We all know that the information in our businesses must be kept for different periods of time. Whether this relates to setting appointments, confirming orders or detailing contractual agreements, each element of data has a value to the organisation for a particular duration.

This value and time are also dependent on business practices. For example, financial data used for reporting purposes is often kept for seven years, details on the lease of a building would be kept for the duration of the lease and longer, whilst personal data can be kept for as long as is needed for the purpose. These timeframes are usually longer than the immediate operational memory span of each and every one of us. Yet, to mitigate any risks, sometime in the future, we must show that our organisations are operating effectively, meeting sound and prudent management practices.

Archive data is key to the business; it can track what has occurred and either support or help to resolve any unforeseen issues that arise in the future. The way the information is gathered, secured, stored, retrieved and then destroyed is a challenge which all companies have to address. However, by its very nature, the data will not be needed every day. This means that the storage and retrieval costs need to be low.

Historically, this resulted in paper records being boxed or microfilmed and kept in a safe, yet inexpensive location. With the growth of digital records, transactions, documents, files and databases, the need to archive relevant data must be carefully considered. Empowering users to decide which emails to keep and which to delete may not be an optimal policy. Keeping full backups as archives is a cumbersome approach, especially when it comes to recovering the information.

Content Management Systems are shaping the processes
The application of content management systems is assisting users to define types and classes of transactions and data which they can then archive. Defining the policies and procedures is the role of each and every organisation. After all, it is up to the business to decide what risks it may be exposed to and how it will protect itself against these.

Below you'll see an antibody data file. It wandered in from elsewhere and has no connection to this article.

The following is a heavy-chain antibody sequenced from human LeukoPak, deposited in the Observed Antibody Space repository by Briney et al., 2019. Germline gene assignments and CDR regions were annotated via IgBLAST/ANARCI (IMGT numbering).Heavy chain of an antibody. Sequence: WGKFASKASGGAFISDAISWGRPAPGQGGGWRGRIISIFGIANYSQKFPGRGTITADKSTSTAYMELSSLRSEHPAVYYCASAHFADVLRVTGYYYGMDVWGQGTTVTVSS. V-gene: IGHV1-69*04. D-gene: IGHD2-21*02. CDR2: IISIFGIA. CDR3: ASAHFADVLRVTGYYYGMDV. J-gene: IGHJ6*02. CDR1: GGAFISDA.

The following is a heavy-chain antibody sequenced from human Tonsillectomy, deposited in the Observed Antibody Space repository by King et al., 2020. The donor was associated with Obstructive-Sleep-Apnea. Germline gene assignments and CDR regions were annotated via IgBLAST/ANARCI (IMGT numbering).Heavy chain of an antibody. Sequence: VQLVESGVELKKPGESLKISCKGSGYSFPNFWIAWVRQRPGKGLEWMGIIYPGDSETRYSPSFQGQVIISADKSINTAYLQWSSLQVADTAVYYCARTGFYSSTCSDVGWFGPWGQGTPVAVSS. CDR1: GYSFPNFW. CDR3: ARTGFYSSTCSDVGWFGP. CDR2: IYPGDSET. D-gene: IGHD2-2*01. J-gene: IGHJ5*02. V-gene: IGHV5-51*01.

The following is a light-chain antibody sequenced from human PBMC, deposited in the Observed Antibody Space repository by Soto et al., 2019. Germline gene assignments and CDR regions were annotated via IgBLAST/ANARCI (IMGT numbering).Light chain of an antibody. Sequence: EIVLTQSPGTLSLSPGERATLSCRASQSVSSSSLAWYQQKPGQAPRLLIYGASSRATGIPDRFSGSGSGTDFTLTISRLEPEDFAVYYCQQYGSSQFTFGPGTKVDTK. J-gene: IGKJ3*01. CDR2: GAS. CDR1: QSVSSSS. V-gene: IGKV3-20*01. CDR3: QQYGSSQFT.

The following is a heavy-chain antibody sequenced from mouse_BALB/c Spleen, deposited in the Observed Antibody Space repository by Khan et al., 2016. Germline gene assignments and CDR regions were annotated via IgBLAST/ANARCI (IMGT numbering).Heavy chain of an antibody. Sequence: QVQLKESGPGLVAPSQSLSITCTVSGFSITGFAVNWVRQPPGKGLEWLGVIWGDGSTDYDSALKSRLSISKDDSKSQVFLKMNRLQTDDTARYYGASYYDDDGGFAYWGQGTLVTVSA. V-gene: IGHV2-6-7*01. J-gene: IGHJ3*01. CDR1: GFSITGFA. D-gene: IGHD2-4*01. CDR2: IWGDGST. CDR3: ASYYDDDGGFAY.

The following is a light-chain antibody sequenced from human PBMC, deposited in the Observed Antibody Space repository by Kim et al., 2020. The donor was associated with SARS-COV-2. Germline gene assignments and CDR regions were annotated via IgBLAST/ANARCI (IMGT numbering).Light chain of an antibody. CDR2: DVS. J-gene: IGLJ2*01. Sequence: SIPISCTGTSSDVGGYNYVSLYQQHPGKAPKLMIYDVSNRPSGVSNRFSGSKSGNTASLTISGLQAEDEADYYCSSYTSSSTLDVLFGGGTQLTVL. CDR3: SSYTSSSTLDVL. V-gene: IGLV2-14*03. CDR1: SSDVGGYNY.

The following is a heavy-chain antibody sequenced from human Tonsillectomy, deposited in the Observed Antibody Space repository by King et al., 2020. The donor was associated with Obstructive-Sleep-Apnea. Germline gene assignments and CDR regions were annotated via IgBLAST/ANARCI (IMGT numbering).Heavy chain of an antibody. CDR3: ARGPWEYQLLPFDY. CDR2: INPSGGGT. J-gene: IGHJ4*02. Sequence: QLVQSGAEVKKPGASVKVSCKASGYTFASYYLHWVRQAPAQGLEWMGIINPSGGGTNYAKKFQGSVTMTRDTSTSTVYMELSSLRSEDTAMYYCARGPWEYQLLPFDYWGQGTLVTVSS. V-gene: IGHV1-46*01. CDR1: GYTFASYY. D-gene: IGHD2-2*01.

The repository for these archives needs to support a range of features:

 Audit trail of when and how the transaction entered the system. This can be extended to log who has accessed the archives, how frequently the information is accessed, and equally importantly, when the data is deleted.
 Securing the information so that it cannot be stolen or misused. This will need to include access controls, network security and encryption policies.
 Policies on how the metadata is maintained; this also describes the presentation of the data.
 Tiered storage so that low priority information can be kept on media such as tape while higher access requirements can be serviced from disk.
 Data protection routines so that the information can be maintained securely in case of system failure or disaster.

Including all information assets
Output from databases, applications and email systems needs to be taken into account. As always, the way forward is to address each business process one at a time, consider the risk, compliance and governance issues so that a clearly understood set of policies and practices can be deployed.

With archive data that must span many years, consideration must be given to how this will be migrated onto new systems and technologies, and, if necessary, how the information is retrieved and interpreted. If the data is application dependent, is there operational software that can read the data? These are all components of policies and practices that must be embedded into an archive strategy.

Cost is naturally a consideration. But this must also be considered against the risk of not having critical information assets available, some time in the future, as might be required to support management decisions, legal or compliant directives.

Using ILM as a way forward
Information lifecycle management (ILM) offers a sound framework by which archived data can be managed. The disciplines set out within an ILM strategy will enable to best identify the data to be archived, where it will be located, how long it will be kept for and when it will be deleted.

Employing a strategy that clearly sets out how data is protected, where it will be stored across a distributed or tiered architecture will deliver rules of information governance that can encompass today’s situation and deliver a migration path to meet evolving business practices, with a consistent set of policies.

Hamish E Macarthur, Macarthur Stroud International, Tel: 020 8240 6000